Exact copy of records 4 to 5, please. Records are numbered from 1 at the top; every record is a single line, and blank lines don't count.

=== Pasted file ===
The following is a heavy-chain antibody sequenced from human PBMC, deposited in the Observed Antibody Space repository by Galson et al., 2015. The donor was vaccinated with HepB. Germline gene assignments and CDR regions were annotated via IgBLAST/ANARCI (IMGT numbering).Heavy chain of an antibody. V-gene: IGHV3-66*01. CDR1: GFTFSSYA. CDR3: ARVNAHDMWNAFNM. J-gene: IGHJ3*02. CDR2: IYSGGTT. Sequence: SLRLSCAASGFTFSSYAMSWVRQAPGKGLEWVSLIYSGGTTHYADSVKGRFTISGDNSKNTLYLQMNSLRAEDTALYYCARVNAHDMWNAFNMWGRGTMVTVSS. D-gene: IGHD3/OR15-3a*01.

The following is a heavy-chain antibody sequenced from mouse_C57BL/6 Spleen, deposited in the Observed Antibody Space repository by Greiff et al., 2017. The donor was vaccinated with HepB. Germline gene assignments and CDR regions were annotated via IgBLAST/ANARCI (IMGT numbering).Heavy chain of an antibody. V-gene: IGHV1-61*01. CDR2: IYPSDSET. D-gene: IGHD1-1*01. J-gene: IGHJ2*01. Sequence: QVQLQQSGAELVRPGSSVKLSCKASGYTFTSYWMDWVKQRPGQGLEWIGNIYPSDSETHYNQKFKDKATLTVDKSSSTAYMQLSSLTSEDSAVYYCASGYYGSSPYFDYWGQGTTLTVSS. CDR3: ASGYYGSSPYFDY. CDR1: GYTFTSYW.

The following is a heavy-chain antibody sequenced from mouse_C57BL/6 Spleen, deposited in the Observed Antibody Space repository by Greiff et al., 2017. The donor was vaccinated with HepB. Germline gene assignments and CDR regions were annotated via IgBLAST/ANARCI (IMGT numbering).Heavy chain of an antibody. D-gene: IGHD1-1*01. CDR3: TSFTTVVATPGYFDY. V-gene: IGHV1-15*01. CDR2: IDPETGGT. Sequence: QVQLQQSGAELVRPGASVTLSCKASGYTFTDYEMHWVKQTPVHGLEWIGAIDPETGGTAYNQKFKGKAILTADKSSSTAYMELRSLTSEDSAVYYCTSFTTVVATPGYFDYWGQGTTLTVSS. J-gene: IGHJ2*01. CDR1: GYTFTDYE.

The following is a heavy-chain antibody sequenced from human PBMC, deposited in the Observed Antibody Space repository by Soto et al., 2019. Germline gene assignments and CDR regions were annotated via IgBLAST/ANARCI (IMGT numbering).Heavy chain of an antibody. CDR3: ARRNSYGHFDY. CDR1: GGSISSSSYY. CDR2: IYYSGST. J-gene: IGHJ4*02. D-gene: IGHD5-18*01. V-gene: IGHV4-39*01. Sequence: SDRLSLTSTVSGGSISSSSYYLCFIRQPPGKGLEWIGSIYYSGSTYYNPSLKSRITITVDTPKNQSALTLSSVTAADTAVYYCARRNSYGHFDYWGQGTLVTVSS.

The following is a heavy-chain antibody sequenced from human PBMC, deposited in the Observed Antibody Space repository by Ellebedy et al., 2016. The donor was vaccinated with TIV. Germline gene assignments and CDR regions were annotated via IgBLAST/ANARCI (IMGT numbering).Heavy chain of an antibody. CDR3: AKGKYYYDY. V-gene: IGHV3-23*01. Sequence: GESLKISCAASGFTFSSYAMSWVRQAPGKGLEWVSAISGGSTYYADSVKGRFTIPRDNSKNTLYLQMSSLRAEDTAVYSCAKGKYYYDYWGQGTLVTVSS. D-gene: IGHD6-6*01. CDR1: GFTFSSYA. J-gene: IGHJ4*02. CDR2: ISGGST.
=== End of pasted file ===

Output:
The following is a heavy-chain antibody sequenced from human PBMC, deposited in the Observed Antibody Space repository by Soto et al., 2019. Germline gene assignments and CDR regions were annotated via IgBLAST/ANARCI (IMGT numbering).Heavy chain of an antibody. CDR3: ARRNSYGHFDY. CDR1: GGSISSSSYY. CDR2: IYYSGST. J-gene: IGHJ4*02. D-gene: IGHD5-18*01. V-gene: IGHV4-39*01. Sequence: SDRLSLTSTVSGGSISSSSYYLCFIRQPPGKGLEWIGSIYYSGSTYYNPSLKSRITITVDTPKNQSALTLSSVTAADTAVYYCARRNSYGHFDYWGQGTLVTVSS.

The following is a heavy-chain antibody sequenced from human PBMC, deposited in the Observed Antibody Space repository by Ellebedy et al., 2016. The donor was vaccinated with TIV. Germline gene assignments and CDR regions were annotated via IgBLAST/ANARCI (IMGT numbering).Heavy chain of an antibody. CDR3: AKGKYYYDY. V-gene: IGHV3-23*01. Sequence: GESLKISCAASGFTFSSYAMSWVRQAPGKGLEWVSAISGGSTYYADSVKGRFTIPRDNSKNTLYLQMSSLRAEDTAVYSCAKGKYYYDYWGQGTLVTVSS. D-gene: IGHD6-6*01. CDR1: GFTFSSYA. J-gene: IGHJ4*02. CDR2: ISGGST.